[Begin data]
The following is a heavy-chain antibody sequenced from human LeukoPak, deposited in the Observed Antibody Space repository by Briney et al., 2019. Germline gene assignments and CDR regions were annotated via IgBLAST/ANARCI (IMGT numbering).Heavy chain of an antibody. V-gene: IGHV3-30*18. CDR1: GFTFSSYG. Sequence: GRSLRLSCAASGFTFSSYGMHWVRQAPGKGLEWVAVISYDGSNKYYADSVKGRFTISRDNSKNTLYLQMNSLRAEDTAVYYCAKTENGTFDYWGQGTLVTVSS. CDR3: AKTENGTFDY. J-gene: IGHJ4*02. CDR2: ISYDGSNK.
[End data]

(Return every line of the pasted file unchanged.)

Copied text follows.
The following is a heavy-chain antibody sequenced from human LeukoPak, deposited in the Observed Antibody Space repository by Briney et al., 2019. Germline gene assignments and CDR regions were annotated via IgBLAST/ANARCI (IMGT numbering).Heavy chain of an antibody. V-gene: IGHV3-30*18. CDR1: GFTFSSYG. Sequence: GRSLRLSCAASGFTFSSYGMHWVRQAPGKGLEWVAVISYDGSNKYYADSVKGRFTISRDNSKNTLYLQMNSLRAEDTAVYYCAKTENGTFDYWGQGTLVTVSS. CDR3: AKTENGTFDY. J-gene: IGHJ4*02. CDR2: ISYDGSNK.